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Cover | Kenton Nelson

A Long Wait (oil on canvas). Kenton Nelson's crisp, alluring, and provocative paintings depict a symbolic, stylized world, an American dreamscape made up of trim houses, manicured yards, and swimming pools, populated by men in dapper suits and women in nipped-waist swimsuits and dresses. These idealized images, he notes, "are intentionally derived from personal experience: the soft propaganda of the advertising of my lifetime, the staging, fashion, and lighting of Hollywood movies and television, and a narration and set-up, influenced by the writers that I most admire." Nelson was born and raised in Los Angeles and has worked out of his studio in Pasadena for more than three decades. In addition to exhibiting his paintings across the United States and in Europe, with recent shows in Vienna and Berlin, he has translated his work to the public sphere in form of mosaic murals, and has been featured several times as a cover artist for The New Yorker. This image is courtesy of Caldwell Snyder Gallery, 341 Sutter St., San Francisco, 415-392-2299, and 1328 Main St., St. Helena, 707-200-5050.

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NEXT MONTH: Film critic Michael Fox digs deep into Berkeley filmmaker Rick Goldsmith's new documentary, Mind/Game: The Unquiet Journey of Chamique Holdsclaw. Plus, Farro is back with another gardening adventure, and Angela Beth Zusman shares unique oral histories of African Americans.

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June 2015 Issue:
Table of Contents

SUMMER ESSAYS |  This Left Me Speechless
Death, meditation, positivity, grace, bliss, invisibility, and atrocity prompt introspection and deep emotions in the summer essay contest. Essays by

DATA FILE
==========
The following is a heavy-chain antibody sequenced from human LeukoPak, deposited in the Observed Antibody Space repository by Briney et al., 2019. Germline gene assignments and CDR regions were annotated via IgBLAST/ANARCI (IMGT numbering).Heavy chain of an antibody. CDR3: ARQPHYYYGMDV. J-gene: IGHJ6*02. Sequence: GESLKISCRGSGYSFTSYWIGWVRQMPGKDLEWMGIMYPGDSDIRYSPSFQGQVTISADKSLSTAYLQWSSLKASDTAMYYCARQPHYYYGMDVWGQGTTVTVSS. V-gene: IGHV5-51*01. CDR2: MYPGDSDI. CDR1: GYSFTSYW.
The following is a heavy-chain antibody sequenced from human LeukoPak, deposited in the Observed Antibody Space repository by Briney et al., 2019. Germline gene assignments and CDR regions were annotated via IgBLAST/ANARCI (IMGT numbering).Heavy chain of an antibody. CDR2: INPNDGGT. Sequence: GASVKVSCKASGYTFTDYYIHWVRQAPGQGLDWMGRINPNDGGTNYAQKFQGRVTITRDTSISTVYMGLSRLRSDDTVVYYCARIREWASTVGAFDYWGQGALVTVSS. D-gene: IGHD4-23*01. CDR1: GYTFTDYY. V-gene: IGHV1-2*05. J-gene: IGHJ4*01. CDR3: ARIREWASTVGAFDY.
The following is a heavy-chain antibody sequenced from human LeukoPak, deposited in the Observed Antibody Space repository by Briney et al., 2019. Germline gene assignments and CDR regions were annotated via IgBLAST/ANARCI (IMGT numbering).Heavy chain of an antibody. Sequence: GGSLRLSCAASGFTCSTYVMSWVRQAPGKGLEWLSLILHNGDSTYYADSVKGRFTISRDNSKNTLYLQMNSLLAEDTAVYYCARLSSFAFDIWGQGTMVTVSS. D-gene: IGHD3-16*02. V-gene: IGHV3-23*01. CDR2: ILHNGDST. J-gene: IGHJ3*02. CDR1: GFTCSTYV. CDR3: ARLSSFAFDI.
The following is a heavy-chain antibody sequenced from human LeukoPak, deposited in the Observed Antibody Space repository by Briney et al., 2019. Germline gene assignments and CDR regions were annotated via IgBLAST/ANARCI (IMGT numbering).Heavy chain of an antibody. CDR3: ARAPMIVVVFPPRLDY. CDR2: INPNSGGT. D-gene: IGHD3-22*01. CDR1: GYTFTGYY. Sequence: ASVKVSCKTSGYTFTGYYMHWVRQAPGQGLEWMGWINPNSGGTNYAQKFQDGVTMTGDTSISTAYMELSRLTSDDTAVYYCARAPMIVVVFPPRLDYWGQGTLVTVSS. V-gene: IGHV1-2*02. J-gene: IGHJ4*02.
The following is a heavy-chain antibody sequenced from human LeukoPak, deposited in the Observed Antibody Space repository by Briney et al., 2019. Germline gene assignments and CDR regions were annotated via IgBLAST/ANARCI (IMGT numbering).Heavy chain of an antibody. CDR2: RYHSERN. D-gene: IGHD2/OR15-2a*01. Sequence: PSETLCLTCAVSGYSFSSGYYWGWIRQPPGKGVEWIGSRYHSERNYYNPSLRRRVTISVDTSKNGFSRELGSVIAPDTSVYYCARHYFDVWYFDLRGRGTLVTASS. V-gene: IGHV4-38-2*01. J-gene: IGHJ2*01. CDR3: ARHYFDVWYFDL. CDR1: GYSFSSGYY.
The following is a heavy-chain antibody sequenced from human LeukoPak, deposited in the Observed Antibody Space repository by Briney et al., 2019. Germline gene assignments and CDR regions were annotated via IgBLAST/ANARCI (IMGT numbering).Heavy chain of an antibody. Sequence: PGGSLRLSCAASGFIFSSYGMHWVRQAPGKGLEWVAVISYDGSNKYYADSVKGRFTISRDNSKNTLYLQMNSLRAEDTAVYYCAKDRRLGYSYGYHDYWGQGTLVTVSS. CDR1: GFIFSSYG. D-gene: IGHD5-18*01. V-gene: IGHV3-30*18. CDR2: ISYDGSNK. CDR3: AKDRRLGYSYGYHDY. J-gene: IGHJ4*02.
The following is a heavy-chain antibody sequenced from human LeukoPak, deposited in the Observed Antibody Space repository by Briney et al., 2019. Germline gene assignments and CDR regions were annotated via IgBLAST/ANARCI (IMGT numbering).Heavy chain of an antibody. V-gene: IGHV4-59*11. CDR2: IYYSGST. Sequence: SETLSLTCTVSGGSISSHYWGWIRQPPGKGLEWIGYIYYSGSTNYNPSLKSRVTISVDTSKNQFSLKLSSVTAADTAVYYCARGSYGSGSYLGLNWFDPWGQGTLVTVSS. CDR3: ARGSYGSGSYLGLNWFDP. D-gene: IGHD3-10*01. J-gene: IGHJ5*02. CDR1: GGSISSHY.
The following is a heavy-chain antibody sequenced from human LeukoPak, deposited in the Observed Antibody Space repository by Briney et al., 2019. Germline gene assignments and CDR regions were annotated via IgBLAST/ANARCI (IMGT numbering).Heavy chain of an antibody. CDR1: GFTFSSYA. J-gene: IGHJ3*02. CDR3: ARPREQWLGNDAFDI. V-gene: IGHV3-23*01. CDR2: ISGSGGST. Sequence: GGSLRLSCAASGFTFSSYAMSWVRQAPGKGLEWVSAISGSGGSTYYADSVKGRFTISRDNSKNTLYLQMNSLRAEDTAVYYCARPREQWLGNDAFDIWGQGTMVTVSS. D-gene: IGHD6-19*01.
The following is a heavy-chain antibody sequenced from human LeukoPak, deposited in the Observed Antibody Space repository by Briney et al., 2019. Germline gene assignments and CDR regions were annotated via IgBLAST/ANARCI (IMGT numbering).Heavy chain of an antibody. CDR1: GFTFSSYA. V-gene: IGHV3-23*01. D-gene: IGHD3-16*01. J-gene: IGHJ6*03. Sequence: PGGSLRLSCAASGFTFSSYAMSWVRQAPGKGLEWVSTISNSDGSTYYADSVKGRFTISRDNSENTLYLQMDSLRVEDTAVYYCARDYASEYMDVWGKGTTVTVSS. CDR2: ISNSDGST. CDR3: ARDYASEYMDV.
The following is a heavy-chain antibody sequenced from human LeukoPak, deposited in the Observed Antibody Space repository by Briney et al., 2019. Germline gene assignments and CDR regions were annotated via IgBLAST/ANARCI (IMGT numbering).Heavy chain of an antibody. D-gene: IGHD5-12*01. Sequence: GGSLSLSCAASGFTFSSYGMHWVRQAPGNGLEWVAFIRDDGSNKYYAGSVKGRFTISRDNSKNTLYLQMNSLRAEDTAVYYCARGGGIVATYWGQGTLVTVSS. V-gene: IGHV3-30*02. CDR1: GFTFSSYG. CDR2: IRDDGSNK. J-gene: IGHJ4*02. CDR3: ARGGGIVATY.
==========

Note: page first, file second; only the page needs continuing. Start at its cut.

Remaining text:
Melody Ermachild Chavis, Stacy Appel, Kathy Hrastar, Flossie Lewis, John A. McMullen II, Julia Park Tracey, and Russell Yee.  

CULTURE | Arts, Events, and Diversions 
LITERATURE | Books Aplenty at Bay Area Book Fest
The inaugural Berkeley event goes two days and brings 225 authors to town. In other words, it's a big deal.
By Julia Park Tracey

DINING REVIEW |  MeloMelo Kava Bar
A Berkeley newcomer introduces the Bay Area to Polynesia's favorite mind-altering, take-no-prisoners drink.
By Anneli Rufus.

The Kilduff File |  W. Kamau Bell
The Berkeley socio-political comedian lets the funny come out. 
By Paul Kilduff

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Editor’s Note:
a look at this month’s issue and commentary on life in the East Bay

Letters: reader responses to The Monthly’s stories

Be East Bay: an introduction to interesting people, places and events in your community

Critics Choice: highlights of this month’s happenings in art, theater, film, dance and music

Boutique Bazaar: distinctive small shops in the East Bay

Food for Thought: local caterers and food and wine purveyors

Dining Guide: a selection of East Bay restaurants

Marketplace Home: a catalog of services for your home and garden

Marketplace Services: a catalog of personal and creative services

Kartoon Korner: editorial cartoons to entertain and agitate

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